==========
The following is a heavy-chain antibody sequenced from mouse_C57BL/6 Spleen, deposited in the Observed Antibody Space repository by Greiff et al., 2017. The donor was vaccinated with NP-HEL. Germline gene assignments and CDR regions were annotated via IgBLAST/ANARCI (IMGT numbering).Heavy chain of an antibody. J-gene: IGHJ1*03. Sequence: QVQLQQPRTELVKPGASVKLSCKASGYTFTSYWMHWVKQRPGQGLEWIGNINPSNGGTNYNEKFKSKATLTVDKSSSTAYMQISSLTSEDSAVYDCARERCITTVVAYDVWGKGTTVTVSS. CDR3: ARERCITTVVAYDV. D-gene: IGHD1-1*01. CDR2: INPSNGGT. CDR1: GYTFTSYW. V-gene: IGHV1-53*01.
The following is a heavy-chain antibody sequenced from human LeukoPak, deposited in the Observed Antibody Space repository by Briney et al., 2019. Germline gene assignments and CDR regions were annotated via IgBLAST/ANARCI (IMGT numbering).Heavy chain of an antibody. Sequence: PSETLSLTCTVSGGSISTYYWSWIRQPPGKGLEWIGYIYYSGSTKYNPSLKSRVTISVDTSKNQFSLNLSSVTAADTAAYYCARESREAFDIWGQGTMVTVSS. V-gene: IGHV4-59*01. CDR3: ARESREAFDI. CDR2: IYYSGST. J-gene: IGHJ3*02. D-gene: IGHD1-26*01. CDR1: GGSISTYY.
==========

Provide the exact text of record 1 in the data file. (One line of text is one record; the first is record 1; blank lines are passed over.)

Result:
The following is a heavy-chain antibody sequenced from mouse_C57BL/6 Spleen, deposited in the Observed Antibody Space repository by Greiff et al., 2017. The donor was vaccinated with NP-HEL. Germline gene assignments and CDR regions were annotated via IgBLAST/ANARCI (IMGT numbering).Heavy chain of an antibody. J-gene: IGHJ1*03. Sequence: QVQLQQPRTELVKPGASVKLSCKASGYTFTSYWMHWVKQRPGQGLEWIGNINPSNGGTNYNEKFKSKATLTVDKSSSTAYMQISSLTSEDSAVYDCARERCITTVVAYDVWGKGTTVTVSS. CDR3: ARERCITTVVAYDV. D-gene: IGHD1-1*01. CDR2: INPSNGGT. CDR1: GYTFTSYW. V-gene: IGHV1-53*01.